Dog is my [Jeep] co-pilot on Loch Lomond Trail and Argentine Pass

By August, hubby and I clearly couldn’t be stopped from skipping town almost every weekend to camp in the woods. We had camped six out of the 10 weekends in the season thus far, but we hit a snag the first weekend in August when we were signed up for pupsitting duty for two of our favorite fur babies that we watch frequently.

Just because we couldn’t camp with four dogs didn’t mean we couldn’t have an adventure though! What dog doesn’t like playing co-pilot and hanging their head out the car window to get some fresh mountain air!? We wrangled up the 16-paw crew in our Wrangler and hit the road for a 4WD day-adventure!

Get in loser! We’re going Jeeping!

Before hubby and I purchased our 4WD vehicle, I took great pride in earning my scenic outdoor views on two legs or two wheels. Afterwards, I realized how nice it was (bumpy ride and scary obstacles aside) to just sit back and enjoy the views in a vehicle. Besides, it had become increasingly difficult to continue social distancing with outdoor activities in Colorado as the weather got better and every Coloradan had decided that hiking was suddenly their most favorite hobby! Taking the Jeep was an easy way to have outdoors adventures while keeping socially distant.

We picked Loch Lomond Trail as the first adventure for the day’s itinerary. The trail is only an hour outside Denver and has a beautiful lake with a small waterfall that decorates the far end, so one can imagine how crowded it gets on the weekends! We had never done Loch Lomond Trail before and it turned out that the more pleasant way to do it is to drive it anyway (if you have a capable 4WD, high clearance vehicle) because there are more vehicles driving the trail than people hoofing it.

The 2.5 mile road/trail to Loch Lomond Lake was extremely bumpy in a Jeep, but we were so glad to cheat most of the trail by driving because there was still some hiking left after getting to this first lake where the vehicle road ends. We took our doggie co-pilots out for a quick, short (but very steep) half-mile hike up to the second a third lakes past Loch Lomond Lake, but didn’t stick around long before we were off for our second adventure of the day.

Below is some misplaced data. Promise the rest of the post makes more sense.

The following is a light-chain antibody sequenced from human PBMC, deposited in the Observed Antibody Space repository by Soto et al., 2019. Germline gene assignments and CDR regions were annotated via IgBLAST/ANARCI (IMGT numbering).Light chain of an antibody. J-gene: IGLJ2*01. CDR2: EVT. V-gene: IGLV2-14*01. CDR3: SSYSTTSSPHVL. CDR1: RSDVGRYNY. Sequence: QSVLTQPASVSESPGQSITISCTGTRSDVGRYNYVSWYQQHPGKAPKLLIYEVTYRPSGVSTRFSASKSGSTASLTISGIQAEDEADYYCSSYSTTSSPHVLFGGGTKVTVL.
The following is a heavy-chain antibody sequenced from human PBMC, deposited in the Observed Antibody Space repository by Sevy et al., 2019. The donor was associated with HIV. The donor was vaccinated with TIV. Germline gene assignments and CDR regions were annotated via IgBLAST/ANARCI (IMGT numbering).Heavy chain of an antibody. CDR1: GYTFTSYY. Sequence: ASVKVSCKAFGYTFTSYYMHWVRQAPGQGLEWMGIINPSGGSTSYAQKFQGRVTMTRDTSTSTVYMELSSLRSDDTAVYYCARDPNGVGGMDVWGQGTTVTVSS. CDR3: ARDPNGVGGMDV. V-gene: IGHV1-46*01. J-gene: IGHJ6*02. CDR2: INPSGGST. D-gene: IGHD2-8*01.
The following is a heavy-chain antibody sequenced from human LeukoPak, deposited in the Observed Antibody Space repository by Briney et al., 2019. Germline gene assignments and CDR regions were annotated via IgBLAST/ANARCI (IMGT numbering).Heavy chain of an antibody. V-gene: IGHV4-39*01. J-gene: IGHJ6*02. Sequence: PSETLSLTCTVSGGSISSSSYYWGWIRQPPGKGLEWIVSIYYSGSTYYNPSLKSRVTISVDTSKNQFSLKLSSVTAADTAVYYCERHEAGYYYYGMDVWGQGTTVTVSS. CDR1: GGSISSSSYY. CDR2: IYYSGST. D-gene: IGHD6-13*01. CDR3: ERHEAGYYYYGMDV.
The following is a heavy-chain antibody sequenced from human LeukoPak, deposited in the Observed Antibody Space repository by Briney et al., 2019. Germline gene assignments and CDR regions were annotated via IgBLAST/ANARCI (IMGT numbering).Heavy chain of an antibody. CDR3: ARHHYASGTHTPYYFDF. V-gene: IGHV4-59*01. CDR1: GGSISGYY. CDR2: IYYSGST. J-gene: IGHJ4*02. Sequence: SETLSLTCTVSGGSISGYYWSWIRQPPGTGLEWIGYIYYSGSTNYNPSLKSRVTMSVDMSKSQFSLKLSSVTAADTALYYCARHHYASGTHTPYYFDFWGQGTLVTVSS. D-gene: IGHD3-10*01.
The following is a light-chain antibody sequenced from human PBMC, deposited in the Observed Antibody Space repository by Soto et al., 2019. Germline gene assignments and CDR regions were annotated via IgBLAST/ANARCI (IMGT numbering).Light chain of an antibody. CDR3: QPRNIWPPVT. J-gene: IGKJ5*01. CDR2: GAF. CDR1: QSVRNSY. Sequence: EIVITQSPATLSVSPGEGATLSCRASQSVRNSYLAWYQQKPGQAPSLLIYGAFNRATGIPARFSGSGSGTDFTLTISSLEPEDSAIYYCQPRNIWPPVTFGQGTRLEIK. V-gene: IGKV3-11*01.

Our second Jeeping adventure for the day, Argentine Pass and McClellan Mountain, was only 30 minutes away from Loch Lomond and started outside Georgetown on Guanella Pass. Guanella Pass is one of the most scenic drives outside Denver, especially for seeing autumn colors, but even though we had driven the pass many times, we still had never known there was a 4WD off-shoot that leads to a serene valley and to a mountain top with 360 degree views.

This 4WD road was the perfect example of why “cheating” a trail in a Jeep was a heck of a lot better than hoofing it on foot; the trail led through forest for almost six miles before it finally opened up to the incredible views of the valley. On foot, this journey would have taken us a whole day and we still might not have seen all that this mountain pass had to offer, unless we backpacked overnight.

One of the coolest parts of this trail was that at the top of McClellan Mountain, we could see down the valley on the other side where there is a foot trail to two popular 14ers, Grays Peak and Torreys Peak, one of which hubby and I hiked in 2014. It was really neat to see the entire 8-mile length of this trail from above.

On our way back to the trailhead, we were treated to an unexpected moose sighting, the first of three we saw this past season. I couldn’t help but wonder where this giant beauty was hiding in this vast, open landscape, since we had passed through this spot earlier and there was no trace of a moose for miles.

You can bet that we’ll be back next season to camp in this little piece of paradise tucked away in the mountains just an hour outside of Denver!

View from McClellan Mountain, where the trail to Grays Peak and Torreys Peak can be seen in its entirety, with the trail starting in the trees on the right and leading up to the two pointy peaks in the clouds on the left.
Spot the moose?

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